The hand mortar is a firearm that was used in the late 17th century and 18th century to throw fused grenades.
Designed to throw an exploding grenade a further distance, and with more accuracy than could be done by hand, the hand mortar is more of a grenade launcher, with a wide barrel, typically of bronze, mounted on a musket stock.
It was first developed during the mid-1500s but reached its peak of popularity during the period 1670-1750.
Although used in relatively small numbers compared to other more conventional types of musket, hand mortars were employed by most European armies. Hand mortars can lob shots over the heads of intervening troops, even over high walls.
The first references to the type of grenade used in a hand mortar occur in a 1472 work entitled Valturius, where an incendiary prototype may have been produced.
The earliest known Hand Mortars (grenade launchers) were Wheellocks of the 1580s. The grenades were lit separately then the gun was fired to launch it.
However, widespread use of the explosive grenade does not occur until the early-to-mid-16th century under Francis I of France.
After priming the firearm and adding the gunpowder, the shooter would light a grenade fuse, place the grenade in the muzzle of the mortar and then fire it at the enemy.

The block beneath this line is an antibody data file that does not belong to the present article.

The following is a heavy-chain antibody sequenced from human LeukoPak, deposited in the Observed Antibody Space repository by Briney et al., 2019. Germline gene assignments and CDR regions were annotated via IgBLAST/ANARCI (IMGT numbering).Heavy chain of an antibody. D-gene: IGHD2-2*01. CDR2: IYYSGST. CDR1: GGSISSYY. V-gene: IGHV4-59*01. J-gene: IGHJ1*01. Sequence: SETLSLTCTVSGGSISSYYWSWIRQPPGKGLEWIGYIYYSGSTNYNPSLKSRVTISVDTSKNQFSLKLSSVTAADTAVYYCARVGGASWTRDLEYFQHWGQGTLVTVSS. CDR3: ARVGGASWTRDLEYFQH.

The barrel was short, usually less than 2 inches to 4 inches long (however, some are reported to have barrels up to 13 inches long), and had a large bore to accommodate the grenade, usually between 2 and 2.5 inches.
The grenade is a useful battlefield weapon when used against enemies deployed in cover, or for clearing choke points.
Explosive grenades for this device were made from brass, glass, and possibly clay, and incendiary projectiles were made from canvas. Additional modifications attempted to light the grenade using the burning gunpowder.
However, accidents could occur if the weapon misfired and the lit grenade remained in the barrel, resulting in an immediate explosion.
An early casualty of this type of grenade was Count de Randan, who died of shrapnel wounds to the legs from a grenade during the Siege of Rouen in 1562.